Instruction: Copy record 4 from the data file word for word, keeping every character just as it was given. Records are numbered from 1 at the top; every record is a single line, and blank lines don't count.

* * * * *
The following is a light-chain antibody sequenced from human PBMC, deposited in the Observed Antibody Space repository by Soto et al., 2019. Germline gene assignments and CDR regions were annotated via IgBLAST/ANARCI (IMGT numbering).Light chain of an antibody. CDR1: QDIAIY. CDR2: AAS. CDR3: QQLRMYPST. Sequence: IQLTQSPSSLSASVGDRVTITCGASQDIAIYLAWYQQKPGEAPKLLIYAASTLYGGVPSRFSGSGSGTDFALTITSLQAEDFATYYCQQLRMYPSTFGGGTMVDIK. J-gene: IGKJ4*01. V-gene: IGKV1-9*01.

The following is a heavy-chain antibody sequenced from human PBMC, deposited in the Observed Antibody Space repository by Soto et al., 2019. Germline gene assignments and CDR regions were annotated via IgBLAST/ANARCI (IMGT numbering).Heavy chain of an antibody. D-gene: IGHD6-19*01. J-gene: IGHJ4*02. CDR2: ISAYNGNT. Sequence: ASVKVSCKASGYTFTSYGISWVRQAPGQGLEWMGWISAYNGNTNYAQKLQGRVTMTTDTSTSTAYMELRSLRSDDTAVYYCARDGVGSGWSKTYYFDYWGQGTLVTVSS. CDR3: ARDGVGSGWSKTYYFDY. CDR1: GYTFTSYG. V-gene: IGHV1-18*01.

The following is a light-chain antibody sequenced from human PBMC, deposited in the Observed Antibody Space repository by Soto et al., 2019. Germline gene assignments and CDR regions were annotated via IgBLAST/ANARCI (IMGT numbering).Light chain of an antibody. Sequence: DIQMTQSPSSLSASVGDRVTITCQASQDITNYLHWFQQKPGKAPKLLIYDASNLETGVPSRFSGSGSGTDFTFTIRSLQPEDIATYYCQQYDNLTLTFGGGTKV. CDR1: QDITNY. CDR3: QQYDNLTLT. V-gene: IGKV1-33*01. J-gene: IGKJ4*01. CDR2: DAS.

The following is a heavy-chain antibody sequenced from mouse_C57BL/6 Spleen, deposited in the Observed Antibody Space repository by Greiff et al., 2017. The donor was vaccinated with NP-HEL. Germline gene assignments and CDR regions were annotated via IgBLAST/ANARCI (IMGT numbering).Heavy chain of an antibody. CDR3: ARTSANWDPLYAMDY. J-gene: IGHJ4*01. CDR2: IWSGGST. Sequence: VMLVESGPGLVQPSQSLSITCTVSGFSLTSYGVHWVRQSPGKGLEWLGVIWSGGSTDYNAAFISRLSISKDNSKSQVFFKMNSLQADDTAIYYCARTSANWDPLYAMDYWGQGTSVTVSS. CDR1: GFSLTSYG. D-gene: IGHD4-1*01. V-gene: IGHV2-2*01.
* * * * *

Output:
The following is a heavy-chain antibody sequenced from mouse_C57BL/6 Spleen, deposited in the Observed Antibody Space repository by Greiff et al., 2017. The donor was vaccinated with NP-HEL. Germline gene assignments and CDR regions were annotated via IgBLAST/ANARCI (IMGT numbering).Heavy chain of an antibody. CDR3: ARTSANWDPLYAMDY. J-gene: IGHJ4*01. CDR2: IWSGGST. Sequence: VMLVESGPGLVQPSQSLSITCTVSGFSLTSYGVHWVRQSPGKGLEWLGVIWSGGSTDYNAAFISRLSISKDNSKSQVFFKMNSLQADDTAIYYCARTSANWDPLYAMDYWGQGTSVTVSS. CDR1: GFSLTSYG. D-gene: IGHD4-1*01. V-gene: IGHV2-2*01.